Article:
European countries see early signs of autumn COVID-19 rise

Health officials in the United Kingdom and the European region as a whole are seeing early signs of rising COVID activity, patterns that US experts closely watch as a harbinger of how the next months might unfold.

Disease modeling experts have warned of a rise in infections in Northern Hemisphere countries as cooler weather brings more people indoors, as schools resume, and as vaccine protection wanes.

UK sees rises in hospitalization, positive tests

In Britain, Susan Hopkins, MBBCh, chief medical officer at the Health Security Agency, in a statement yesterday said COVID-19 rates are still low, but data from the past 7 days shows a rise in hospitalizations and a rise in positive tests reported from the community.

“For those eligible, the time to get your autumn booster is now. Getting a booster will give your immune system time to build up your protection against being severely ill from COVID-19 as we move into winter,” she said.

Virologists are closely monitoring steady diversification in the Omicron variant. The BA.5 subvariant is still dominant, but scientists have identified new sublineages that have mutations that might allow them to partially escape immunity from BA.5-induced immunity.

Thomas Peacock, PhD, a virologist at Imperial College London, told the London-based Guardian that BA.2.75.2 and BQ.1.1 still account for less than 0.5% of sequenced samples in the United Kingdom, but they are growing fast. Peacock said a fall and winter COVID wave could be driven by a mixture of variants.

In a snapshot of COVID activity in the European region, the European Center for Disease Prevention and Control (ECDC) said it has observed increasing transmission over the past 2 weeks. COVID is becoming more widespread in some countries, especially affecting people aged 65 and older. Although levels are still low, the rising activity is starting to affect hospital and intensive care unit indicators, with limited reported impact on mortality.

“Changes in population mixing following the summer break are likely to be the main driver of these increases, with no indication that they are caused by changes in the distribution of circulating variants,” the ECDC said, adding that the epidemiologic patterns it’s seeing are consistent with earlier forecasts.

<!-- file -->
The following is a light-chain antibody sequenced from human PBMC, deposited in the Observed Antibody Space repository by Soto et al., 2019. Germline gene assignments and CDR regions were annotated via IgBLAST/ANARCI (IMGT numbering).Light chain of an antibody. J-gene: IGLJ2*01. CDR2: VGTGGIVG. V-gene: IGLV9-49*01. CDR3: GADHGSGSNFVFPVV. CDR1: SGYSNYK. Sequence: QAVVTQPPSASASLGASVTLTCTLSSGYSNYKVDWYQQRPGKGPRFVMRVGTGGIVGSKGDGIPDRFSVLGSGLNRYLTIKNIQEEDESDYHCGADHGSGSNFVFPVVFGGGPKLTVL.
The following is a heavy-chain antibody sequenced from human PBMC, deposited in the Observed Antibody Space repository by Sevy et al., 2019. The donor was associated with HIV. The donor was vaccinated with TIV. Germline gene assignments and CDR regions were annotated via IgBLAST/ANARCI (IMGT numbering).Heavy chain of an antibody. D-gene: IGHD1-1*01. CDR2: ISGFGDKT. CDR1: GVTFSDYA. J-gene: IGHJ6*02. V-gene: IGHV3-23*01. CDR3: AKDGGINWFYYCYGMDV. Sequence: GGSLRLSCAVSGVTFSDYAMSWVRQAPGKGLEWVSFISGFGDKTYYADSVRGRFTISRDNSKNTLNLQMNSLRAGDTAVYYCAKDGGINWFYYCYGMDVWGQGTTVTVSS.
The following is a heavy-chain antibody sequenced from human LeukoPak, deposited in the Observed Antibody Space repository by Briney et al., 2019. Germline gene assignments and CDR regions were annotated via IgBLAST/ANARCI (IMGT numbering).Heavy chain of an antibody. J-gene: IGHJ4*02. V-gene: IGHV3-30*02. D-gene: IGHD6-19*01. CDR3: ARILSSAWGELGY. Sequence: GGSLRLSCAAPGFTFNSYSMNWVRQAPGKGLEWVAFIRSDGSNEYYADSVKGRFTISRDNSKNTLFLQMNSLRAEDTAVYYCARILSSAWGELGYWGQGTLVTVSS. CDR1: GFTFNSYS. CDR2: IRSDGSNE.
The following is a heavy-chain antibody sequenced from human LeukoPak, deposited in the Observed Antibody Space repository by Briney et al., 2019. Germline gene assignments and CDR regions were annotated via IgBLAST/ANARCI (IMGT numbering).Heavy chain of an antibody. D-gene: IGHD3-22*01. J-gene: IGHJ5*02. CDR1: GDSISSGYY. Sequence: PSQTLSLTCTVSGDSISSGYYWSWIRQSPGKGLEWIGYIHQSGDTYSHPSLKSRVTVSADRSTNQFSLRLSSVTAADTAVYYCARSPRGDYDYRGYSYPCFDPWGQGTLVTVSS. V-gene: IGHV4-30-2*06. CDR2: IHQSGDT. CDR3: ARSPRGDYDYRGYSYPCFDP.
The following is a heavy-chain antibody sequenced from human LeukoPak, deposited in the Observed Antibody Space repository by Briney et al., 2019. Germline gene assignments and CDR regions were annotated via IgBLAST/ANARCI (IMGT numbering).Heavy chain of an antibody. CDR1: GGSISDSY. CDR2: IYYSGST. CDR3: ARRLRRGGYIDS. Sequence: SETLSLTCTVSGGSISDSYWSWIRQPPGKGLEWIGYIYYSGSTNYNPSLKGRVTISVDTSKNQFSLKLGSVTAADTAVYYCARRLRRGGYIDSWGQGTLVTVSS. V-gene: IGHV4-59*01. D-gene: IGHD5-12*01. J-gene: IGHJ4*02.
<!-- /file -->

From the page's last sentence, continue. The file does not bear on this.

US Omicron variants shift; 4.4 million got new boosters

In the United States, the Omicron subvariant proportions continue to shift, with BA.5 decreasing slightly again, from 84.6% to 83.1% over the past week, the Centers for Disease Control and Prevention (CDC) said today in its weekly update.

Proportions of two subvariants are growing, although their numbers are still small. Levels of BA.2.75 increased from 1.0% to 1.4%, and BF.7 increased from 1.6% to 2.3%.

Nationally, COVID markers are still trending downward, the CDC said today in an overview. The 7-day average for new daily cases is 54,186, down 10.6% compared to the previous week. The weekly average for new hospitalizations for COVID declined 9.9% last week, and weekly deaths dropped 12.2%.

Since the first week of September when doses of the new updated booster rolled out, 4.4 million people have received it, the CDC said.

In other US developments, an inspector general investigation into delays and glitches with SARS-CoV-2 testing early in the pandemic found problems with the Food and Drug Administration (FDA) emergency use authorization (EUA) process and suggested the FDA make changes to better prepare for the next public health emergency.

The Health and Human Services Office of Inspector General (OIG) conducted the investigation based on a request from members of Congress who are interested in the availability and effectiveness of diagnostic and serology tests.

In a report dated Sep 21, the OIG said problems with the CDC’s first test revealed vulnerabilities in the federal testing approach, with the FDA slow to realize that testing by public health labs was more limited than expected.

The FDA used its EUA authority to increase COVID testing, but sometimes at a cost to test quality, with some problematic tests reaching the market, the OIG found. It added that the FDA’s decision to allow all EUA requests from test developers resulted in many low-quality submissions.

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